Continue reading

Art and How to Live

Boreal forest and reflections in a small kettle pond, Copper River Basin, Wrangell - St. Elias National Park and Preserve, Alaska.

Boreal forest and reflections in a small kettle pond, Copper River Basin, Wrangell - St. Elias National Park and Preserve, Alaska. Please click on the image above to view a larger version of this photo.

Hey Folks,

It’s often said that art can teach us how to live. This is true, yet it’s also commonly misinterpreted. The product of art, what we call the photograph, or the lyric, or the dance, doesn’t teach us how to live. The product of art, these artifacts, can show us how someone ELSE lived.

On the other hand, the making of art (which is REALLY where art is), can teach us how to live.

This process, the making of art, illustrates how we might live; how we might be fully present, engaged, conscious. More fully alive. Continue reading

Sometimes you have to work

Night sky over Mt. St. Elias, Wrangell - St. Elias National Park and Preserve, Alaska.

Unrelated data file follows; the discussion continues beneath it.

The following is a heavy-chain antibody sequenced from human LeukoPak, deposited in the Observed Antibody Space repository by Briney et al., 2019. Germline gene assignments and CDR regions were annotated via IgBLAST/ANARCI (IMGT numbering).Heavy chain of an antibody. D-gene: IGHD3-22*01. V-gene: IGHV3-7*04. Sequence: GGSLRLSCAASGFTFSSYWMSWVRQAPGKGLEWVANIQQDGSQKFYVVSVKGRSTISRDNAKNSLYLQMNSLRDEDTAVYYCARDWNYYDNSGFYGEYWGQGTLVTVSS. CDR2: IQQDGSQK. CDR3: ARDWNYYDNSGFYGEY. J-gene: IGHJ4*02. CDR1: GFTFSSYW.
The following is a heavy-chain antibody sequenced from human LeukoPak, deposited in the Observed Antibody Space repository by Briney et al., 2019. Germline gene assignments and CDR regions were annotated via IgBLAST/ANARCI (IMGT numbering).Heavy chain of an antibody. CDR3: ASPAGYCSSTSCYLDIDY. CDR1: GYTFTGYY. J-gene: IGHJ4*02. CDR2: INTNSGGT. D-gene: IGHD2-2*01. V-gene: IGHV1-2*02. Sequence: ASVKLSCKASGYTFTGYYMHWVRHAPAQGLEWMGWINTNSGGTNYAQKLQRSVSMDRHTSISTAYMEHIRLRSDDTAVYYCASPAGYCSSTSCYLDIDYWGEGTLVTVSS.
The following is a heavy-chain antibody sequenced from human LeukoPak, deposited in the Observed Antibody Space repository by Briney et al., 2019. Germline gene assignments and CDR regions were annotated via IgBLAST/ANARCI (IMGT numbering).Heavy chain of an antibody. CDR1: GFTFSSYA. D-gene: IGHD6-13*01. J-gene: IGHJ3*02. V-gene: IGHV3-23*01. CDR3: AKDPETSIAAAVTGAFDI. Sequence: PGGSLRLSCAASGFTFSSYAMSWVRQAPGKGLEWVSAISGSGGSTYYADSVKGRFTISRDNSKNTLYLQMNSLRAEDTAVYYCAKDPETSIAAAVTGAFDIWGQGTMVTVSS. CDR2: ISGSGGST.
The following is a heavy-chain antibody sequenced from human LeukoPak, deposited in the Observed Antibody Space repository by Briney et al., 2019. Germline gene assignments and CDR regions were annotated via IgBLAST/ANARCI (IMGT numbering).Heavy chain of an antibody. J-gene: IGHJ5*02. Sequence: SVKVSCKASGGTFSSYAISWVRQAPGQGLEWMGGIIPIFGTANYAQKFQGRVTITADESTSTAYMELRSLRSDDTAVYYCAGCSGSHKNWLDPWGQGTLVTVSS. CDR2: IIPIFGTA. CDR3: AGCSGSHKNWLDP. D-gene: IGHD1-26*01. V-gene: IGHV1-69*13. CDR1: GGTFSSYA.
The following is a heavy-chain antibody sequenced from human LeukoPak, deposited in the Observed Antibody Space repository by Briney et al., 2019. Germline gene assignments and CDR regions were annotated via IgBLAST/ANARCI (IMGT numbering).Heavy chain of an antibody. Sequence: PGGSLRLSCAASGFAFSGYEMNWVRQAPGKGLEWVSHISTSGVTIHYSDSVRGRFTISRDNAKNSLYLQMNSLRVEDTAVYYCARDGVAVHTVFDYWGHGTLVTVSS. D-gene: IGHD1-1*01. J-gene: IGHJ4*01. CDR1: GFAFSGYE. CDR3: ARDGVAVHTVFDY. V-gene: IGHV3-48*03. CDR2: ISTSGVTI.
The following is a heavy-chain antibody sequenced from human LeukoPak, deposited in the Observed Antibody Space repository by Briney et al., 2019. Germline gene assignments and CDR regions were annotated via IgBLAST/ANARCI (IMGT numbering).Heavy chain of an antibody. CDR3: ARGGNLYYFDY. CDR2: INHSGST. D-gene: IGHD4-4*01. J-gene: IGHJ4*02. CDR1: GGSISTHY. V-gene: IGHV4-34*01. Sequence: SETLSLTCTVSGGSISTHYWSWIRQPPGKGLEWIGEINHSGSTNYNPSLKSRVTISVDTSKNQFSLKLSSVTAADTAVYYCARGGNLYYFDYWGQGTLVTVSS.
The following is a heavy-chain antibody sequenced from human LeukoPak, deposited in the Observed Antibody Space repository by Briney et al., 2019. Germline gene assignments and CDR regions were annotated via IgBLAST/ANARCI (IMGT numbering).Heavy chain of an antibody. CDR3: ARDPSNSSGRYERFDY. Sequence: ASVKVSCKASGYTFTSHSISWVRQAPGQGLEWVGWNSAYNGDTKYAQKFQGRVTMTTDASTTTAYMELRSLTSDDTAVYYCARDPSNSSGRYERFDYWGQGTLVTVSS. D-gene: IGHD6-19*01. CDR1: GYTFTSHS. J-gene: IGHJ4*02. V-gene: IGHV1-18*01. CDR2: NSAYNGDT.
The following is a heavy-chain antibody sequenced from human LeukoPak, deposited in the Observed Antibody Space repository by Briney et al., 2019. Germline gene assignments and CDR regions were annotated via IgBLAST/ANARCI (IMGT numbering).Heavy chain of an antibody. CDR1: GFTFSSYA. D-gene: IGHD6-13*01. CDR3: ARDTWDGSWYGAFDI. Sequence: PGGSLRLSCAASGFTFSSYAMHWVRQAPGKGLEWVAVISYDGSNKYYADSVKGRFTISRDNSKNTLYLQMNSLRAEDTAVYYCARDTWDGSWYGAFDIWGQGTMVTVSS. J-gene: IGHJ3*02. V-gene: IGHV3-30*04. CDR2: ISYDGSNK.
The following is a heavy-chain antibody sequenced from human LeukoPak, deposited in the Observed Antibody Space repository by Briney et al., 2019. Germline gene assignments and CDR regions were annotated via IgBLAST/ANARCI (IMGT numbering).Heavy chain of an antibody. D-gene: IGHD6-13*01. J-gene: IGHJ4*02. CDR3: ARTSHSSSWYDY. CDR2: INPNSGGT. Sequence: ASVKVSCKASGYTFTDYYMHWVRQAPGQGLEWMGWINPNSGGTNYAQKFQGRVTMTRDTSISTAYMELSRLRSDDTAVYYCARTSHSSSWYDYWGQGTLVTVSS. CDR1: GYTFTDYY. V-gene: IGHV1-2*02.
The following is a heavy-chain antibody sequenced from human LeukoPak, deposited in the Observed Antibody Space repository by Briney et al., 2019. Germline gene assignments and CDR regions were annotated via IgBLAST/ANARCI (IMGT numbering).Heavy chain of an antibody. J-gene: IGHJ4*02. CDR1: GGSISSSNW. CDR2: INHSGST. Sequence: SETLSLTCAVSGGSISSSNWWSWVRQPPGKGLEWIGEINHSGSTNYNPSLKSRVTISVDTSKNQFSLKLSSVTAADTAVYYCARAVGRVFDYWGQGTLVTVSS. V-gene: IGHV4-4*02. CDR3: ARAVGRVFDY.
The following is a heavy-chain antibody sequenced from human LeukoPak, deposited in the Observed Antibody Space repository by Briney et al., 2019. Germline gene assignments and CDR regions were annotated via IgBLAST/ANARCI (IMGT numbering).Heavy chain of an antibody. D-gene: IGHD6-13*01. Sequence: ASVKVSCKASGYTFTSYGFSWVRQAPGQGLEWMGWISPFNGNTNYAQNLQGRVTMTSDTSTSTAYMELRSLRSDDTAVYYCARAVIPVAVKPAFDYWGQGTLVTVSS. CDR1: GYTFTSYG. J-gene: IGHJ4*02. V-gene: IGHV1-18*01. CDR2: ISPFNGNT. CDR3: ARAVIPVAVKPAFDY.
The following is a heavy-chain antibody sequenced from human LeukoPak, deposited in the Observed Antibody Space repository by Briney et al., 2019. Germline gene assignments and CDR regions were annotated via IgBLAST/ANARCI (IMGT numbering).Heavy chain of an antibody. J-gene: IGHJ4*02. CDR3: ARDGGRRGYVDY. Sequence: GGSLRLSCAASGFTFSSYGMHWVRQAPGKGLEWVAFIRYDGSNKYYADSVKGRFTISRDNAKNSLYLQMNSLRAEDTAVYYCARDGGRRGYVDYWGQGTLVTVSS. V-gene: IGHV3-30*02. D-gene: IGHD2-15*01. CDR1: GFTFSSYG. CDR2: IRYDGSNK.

A starry night sky falls above Mt. Saint Elias, still glowing in the late evening sun. Stars at night over Mt. St. Elias, Icy Bay, Wrangell - St. Elias National Park and Preserve, Alaska.

Hey Folks,

Sometimes the work of an artist is simply to be persistent; keep at it. Follow through on that little spark of an idea that awakens us at night; pursue that little ‘idea’, no matter how trivial, how distant it seems. That trigger is where art begins. All art.

I suppose this point may be made more clearly in reverse; sometimes it’s easier to simply think ‘yeah, that would be neat’, but never actually follow up when we receive an idea. It’s always too easy to conjure up excuses not to do something, rather than actually take a single step in the direction that calls us; something akin to what they say about evil and good men doing nothing.